The People Debate the Constitution, 1787-1788

Book - 2010
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The dramatic story of the debate over the ratification of the Constitution, the first new account of this seminal moment in American history in years.
Publisher: New York : Simon & Schuster, 2010
Edition: 1st Simon & Schuster hardcover ed
ISBN: 9780684868547
Characteristics: xvi, 589 p., [16] p. of plates : ill., maps ; 25 cm


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Mar 11, 2016

Maier’s book does not go into great detail on the Constitutional Convention itself so anyone looking for in-depth history on the creation of the Constitution shouldn’t start here. What you do get is the story of most states’ ratification process, from receiving the proposed Constitution through ratification conventions. In addition to the “big names” mentioned in the excerpt above, there were many “lesser” names that provided important contributions and Maier provides mini-biographies on many of them. The repetitive nature, as many states go through similar processes or raise the same objections or provide the same support feels a little tedious at times. Fortunately each state proves to have enough differences to keep the reader’s interest and Maier’s narrative keeps the tension building (even though you know it will be ratified).

One of the running “jokes” about ratification centers on the uniqueness of the document and the process. Starting with the Confederation Congress, the question “What are we supposed to do with this document?” gets asked at various stages. Was Congress supposed to endorse the new Constitution? Since the document would dissolve Congress, should they hand it over to the states without comment? For the states, was ratification a simple “yes or no” vote? Could they recommend a second convention to fix perceived shortcomings? Could they make their approval contingent on the adoption of amendments? Or should they approve it but recommend amendments? For states meeting after the requisite nine states had already approved the Constitution (making ratification a done deal), what risks did they run in not ratifying and staying apart from the new union?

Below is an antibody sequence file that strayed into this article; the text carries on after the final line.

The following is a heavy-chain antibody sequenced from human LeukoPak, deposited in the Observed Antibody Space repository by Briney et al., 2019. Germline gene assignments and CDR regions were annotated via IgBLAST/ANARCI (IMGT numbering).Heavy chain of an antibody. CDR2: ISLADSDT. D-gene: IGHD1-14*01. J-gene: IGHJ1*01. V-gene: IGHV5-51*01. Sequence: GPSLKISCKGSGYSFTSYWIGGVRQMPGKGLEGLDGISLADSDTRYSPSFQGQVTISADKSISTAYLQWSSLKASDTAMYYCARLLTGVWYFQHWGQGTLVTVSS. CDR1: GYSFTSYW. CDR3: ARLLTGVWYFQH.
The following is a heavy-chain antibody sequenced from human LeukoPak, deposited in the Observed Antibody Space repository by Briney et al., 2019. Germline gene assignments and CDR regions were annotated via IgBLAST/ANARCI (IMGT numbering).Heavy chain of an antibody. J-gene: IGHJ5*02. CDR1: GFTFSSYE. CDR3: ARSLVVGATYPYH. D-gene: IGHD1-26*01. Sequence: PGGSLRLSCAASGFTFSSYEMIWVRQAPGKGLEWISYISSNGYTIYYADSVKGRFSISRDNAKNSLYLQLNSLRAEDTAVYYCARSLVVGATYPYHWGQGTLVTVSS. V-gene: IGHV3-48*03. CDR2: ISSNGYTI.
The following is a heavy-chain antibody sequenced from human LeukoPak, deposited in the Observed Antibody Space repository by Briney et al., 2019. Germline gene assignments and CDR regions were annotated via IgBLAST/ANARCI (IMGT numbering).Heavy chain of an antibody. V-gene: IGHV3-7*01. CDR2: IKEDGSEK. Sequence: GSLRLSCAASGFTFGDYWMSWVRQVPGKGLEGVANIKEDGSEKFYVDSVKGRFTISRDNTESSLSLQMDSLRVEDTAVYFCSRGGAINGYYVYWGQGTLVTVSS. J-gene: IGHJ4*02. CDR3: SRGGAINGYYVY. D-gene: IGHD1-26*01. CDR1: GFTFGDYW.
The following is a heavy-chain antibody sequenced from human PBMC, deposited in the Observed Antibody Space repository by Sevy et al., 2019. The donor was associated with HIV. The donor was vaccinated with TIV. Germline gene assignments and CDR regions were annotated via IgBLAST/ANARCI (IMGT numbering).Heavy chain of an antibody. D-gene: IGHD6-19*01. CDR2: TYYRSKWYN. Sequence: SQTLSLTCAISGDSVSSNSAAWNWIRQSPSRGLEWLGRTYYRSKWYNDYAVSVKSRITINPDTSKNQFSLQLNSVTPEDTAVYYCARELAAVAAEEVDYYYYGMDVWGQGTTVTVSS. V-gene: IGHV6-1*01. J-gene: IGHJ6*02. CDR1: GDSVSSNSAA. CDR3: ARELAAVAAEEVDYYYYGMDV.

The secrecy rule for the Constitutional Convention, in some respects, slowed the ratification process as many states went through the same topics and arguments that the convention had already dealt with and achieved compromises. Also, support for and opposition against the Constitution did not easily fall into Federalist and Anti-Federalist labels. Feelings toward the proposed Constitution ran across a broad spectrum with the large middle portion, including those that realized it was better than the current Articles of Confederation yet thought it could be improved, proving to be an extremely fluid and changing group.

It’s fun to watch the progression as the conventions occur. States holding their ratification meetings later in 1788 avoid or adapt tactics and arguments from previous states’ meetings. Never underestimate the power of money. The clause on taxation proved to be one of the hotly discussed articles in most states. Even after ratification, Washington (and others) worried about initial proposed amendments attempting to strip the government of the power of direct taxation.

And there's so much more. A wonderful book that supports James Madison's claim that if you want to understand the meaning of the Constitution read the state ratifying conventions. Pauline Maier has provided such a service.


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